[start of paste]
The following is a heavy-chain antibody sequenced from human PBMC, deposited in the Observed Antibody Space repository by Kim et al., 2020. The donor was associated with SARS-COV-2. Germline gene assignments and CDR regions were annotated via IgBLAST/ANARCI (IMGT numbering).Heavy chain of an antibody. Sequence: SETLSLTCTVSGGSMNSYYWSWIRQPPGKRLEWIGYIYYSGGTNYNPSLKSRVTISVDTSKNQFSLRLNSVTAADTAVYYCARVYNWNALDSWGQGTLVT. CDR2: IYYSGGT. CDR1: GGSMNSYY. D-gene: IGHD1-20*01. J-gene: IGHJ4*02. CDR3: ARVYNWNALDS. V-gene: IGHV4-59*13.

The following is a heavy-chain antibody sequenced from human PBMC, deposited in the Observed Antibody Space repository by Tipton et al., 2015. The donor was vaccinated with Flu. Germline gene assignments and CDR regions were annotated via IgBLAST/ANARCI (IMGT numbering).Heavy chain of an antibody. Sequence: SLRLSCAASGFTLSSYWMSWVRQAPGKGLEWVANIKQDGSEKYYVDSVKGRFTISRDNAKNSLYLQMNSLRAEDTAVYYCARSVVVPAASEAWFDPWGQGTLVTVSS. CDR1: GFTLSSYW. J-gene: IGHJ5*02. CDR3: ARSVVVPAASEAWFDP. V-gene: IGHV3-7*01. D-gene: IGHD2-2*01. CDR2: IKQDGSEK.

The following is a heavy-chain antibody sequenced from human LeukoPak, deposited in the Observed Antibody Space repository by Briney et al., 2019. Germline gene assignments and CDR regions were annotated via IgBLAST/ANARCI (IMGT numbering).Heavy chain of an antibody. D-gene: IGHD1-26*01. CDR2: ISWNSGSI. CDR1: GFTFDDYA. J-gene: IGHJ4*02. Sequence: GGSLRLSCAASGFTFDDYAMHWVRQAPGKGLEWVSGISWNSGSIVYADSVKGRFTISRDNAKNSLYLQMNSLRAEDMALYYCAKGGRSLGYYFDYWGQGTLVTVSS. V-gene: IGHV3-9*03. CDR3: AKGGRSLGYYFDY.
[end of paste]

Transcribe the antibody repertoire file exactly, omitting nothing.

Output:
The following is a heavy-chain antibody sequenced from human PBMC, deposited in the Observed Antibody Space repository by Kim et al., 2020. The donor was associated with SARS-COV-2. Germline gene assignments and CDR regions were annotated via IgBLAST/ANARCI (IMGT numbering).Heavy chain of an antibody. Sequence: SETLSLTCTVSGGSMNSYYWSWIRQPPGKRLEWIGYIYYSGGTNYNPSLKSRVTISVDTSKNQFSLRLNSVTAADTAVYYCARVYNWNALDSWGQGTLVT. CDR2: IYYSGGT. CDR1: GGSMNSYY. D-gene: IGHD1-20*01. J-gene: IGHJ4*02. CDR3: ARVYNWNALDS. V-gene: IGHV4-59*13.

The following is a heavy-chain antibody sequenced from human PBMC, deposited in the Observed Antibody Space repository by Tipton et al., 2015. The donor was vaccinated with Flu. Germline gene assignments and CDR regions were annotated via IgBLAST/ANARCI (IMGT numbering).Heavy chain of an antibody. Sequence: SLRLSCAASGFTLSSYWMSWVRQAPGKGLEWVANIKQDGSEKYYVDSVKGRFTISRDNAKNSLYLQMNSLRAEDTAVYYCARSVVVPAASEAWFDPWGQGTLVTVSS. CDR1: GFTLSSYW. J-gene: IGHJ5*02. CDR3: ARSVVVPAASEAWFDP. V-gene: IGHV3-7*01. D-gene: IGHD2-2*01. CDR2: IKQDGSEK.

The following is a heavy-chain antibody sequenced from human LeukoPak, deposited in the Observed Antibody Space repository by Briney et al., 2019. Germline gene assignments and CDR regions were annotated via IgBLAST/ANARCI (IMGT numbering).Heavy chain of an antibody. D-gene: IGHD1-26*01. CDR2: ISWNSGSI. CDR1: GFTFDDYA. J-gene: IGHJ4*02. Sequence: GGSLRLSCAASGFTFDDYAMHWVRQAPGKGLEWVSGISWNSGSIVYADSVKGRFTISRDNAKNSLYLQMNSLRAEDMALYYCAKGGRSLGYYFDYWGQGTLVTVSS. V-gene: IGHV3-9*03. CDR3: AKGGRSLGYYFDY.